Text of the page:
Gregory Shamus/Getty Images
Having seen coach Mike Brown cobble together lineup the last four or five games without using his best players, some fans wondered whether his Cavaliers might have to dust off some rust for Game 1 of their NBA playoff series.
But if rustiness was what the Bulls were counting Saturday afternoon for the edge inside The Q, they misjudged their circumstances.
There wasn't even a trace of rust on LeBron James, Shaquille O'Neal & Co. in their 96-83 victory.
James, Shaq and the Cavaliers looked as fresh as if they were playing in their 13th game of the season, not in game No. 83. They scored 56 points in the first half, and they ran the court with the kind of coltish energy not seen this late into a season.
"We felt, going into the half, that we could've had a little bit bigger lead," said Brown, sounding greedy.
Yes, his Cavaliers should have had a bigger lead -- much bigger than 15 points. They moved the ball effortlessly, spaced the floor well and got great looks at the basket. But those great looks didn't always lead to points.
"We missed a lot of easier jumpers," James said.
Had some of those shots fallen, he and the Cavs could have closed the half with total of 65 or more points on the scoreboard.
In a playoff game, 65 points are an embarrassment of riches in one half, so are 56 points. Possessions in the playoffs are more contested; pressure on the offensive end forces the defense into mistakes. Offense demands efficiency and energy, and the Cavaliers showed both.
Rested from having clinched the No. 1 seed more than a week ago, they were running on the energy that hydroelectric plant produces.
This level of spirited play inside The Q isn't uncommon. The Cavaliers have played with high energy throughout their run to the best overall record in the NBA. Their high energy has turned the arena into a home-court advantage that is a killer for an opposing team.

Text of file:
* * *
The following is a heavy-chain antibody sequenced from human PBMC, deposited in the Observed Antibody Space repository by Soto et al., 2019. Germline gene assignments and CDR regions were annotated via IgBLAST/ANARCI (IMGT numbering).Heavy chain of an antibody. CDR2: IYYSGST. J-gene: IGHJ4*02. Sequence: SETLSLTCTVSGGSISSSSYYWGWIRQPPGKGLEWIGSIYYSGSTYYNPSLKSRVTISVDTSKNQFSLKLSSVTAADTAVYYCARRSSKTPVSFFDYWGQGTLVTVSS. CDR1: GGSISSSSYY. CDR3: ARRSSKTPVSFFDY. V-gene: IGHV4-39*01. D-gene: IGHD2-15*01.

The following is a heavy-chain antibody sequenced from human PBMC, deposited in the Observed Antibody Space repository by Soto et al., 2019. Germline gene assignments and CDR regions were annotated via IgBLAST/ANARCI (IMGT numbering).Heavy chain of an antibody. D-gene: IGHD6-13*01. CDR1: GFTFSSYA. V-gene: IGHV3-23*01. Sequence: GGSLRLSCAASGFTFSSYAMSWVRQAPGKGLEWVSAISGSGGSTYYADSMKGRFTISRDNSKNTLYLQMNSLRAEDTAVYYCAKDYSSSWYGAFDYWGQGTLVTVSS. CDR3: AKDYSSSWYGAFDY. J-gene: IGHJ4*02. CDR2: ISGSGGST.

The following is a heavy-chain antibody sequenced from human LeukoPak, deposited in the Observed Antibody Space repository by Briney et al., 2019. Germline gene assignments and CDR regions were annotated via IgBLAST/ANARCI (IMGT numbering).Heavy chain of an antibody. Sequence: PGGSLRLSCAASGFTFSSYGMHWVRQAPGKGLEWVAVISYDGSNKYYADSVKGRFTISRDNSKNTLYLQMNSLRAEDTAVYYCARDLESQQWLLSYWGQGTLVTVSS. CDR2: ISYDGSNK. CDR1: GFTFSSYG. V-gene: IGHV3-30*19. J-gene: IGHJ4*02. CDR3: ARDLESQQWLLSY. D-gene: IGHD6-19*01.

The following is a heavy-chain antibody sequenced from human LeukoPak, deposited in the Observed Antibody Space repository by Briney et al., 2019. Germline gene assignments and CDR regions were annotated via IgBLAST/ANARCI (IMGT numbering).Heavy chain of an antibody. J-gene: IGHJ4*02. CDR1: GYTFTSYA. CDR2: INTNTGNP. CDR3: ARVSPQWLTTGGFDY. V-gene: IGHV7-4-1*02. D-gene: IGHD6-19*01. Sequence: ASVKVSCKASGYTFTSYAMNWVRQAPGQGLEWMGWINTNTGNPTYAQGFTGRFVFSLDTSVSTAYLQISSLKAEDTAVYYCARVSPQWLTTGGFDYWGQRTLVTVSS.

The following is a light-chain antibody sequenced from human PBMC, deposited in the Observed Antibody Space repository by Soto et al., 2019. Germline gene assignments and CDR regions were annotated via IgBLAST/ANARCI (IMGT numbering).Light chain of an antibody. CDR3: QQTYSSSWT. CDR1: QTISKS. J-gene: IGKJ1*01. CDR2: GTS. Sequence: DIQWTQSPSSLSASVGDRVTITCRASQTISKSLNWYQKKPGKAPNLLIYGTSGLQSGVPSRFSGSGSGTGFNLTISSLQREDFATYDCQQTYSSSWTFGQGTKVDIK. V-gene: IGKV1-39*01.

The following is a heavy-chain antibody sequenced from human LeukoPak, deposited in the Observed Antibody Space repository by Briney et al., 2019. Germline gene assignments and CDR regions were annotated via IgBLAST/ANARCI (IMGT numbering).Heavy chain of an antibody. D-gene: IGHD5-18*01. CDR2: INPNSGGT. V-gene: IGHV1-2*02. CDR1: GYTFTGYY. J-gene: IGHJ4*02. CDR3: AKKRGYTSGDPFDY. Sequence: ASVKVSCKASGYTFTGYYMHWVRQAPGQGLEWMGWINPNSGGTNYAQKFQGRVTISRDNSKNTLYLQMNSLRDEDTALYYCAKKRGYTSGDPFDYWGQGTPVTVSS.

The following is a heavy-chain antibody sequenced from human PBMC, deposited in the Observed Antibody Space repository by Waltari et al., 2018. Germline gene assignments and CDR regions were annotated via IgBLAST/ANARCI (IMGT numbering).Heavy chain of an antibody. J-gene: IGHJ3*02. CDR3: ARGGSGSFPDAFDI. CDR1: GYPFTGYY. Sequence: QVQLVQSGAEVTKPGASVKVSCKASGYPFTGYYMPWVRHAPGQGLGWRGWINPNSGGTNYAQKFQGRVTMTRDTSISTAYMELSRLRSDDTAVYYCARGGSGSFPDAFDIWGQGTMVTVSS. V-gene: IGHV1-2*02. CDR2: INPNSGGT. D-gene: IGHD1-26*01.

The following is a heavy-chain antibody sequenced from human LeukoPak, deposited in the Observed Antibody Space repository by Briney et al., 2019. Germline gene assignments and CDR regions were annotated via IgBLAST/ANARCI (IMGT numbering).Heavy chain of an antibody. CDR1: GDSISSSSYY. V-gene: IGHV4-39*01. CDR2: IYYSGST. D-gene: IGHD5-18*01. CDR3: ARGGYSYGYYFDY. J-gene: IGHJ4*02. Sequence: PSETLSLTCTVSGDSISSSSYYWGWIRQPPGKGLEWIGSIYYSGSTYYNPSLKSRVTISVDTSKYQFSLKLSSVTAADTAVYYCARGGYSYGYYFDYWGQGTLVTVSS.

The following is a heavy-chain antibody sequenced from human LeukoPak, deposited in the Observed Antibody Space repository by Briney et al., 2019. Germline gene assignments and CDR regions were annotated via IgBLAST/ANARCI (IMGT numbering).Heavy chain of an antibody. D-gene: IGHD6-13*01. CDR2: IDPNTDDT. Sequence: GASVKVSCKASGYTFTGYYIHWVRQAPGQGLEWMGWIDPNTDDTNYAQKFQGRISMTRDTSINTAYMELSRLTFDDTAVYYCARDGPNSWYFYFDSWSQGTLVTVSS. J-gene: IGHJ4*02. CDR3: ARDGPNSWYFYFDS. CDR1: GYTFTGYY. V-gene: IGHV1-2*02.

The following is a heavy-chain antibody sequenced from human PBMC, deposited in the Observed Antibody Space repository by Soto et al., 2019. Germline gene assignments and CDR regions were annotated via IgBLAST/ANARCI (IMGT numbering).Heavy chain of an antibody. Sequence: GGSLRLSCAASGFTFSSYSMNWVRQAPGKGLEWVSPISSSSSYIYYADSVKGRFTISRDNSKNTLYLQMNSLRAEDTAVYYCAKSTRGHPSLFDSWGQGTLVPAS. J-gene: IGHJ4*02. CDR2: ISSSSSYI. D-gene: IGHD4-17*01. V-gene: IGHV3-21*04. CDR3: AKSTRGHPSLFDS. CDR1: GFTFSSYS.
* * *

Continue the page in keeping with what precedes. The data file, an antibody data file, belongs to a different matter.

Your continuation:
And when that energy takes on the intensity of a nuclear-power plant, as it did here in the first half, it turned the "House that LeBron filled" into a temple of doom. The Bulls had little chance of leaving the floor with a victory.
"It never feels good to lose," center Joakim Noah said.
Not that Noah and his teammates, frustration in their voices, didn't make a charge in the third and fourth quarters; they did. But the Bulls never wiped out their halftime deficit; they never could short-circuit the energy coming from the Cavaliers.
And their energy kept flowing like the Nile, even as they got a tad too careless with the basketball, for Brown's taste, for a short while.
"We played pretty good basketball," Brown said, "except for the one lull in the third."
He didn't sound overly worried about that lull, however. Nor did Brown put too much stock in winning one game, because the road to an NBA title has 16 victories paving the way.
So one win is nothing, although the Cavs couldn't get to 16 without first getting win No. 1 out of the way. They did, too.
"I knew the guys were ready to play," James said.
Brown concurred, of course. He saw more that he liked about this opening performance than he disliked. It wasn't a signature performance from start to finish, but it got Shaq serious floor time and offered a glimpse of how Brown planned to use his deep roster.
Those are things people were looking to see when this series opened. They were also looking to see what rust was on the Cavs.
Maybe they didn't answer every question in this 13-point win, but they did answer one of them. They answered it essentially with a question of their own: Rust ... what rust?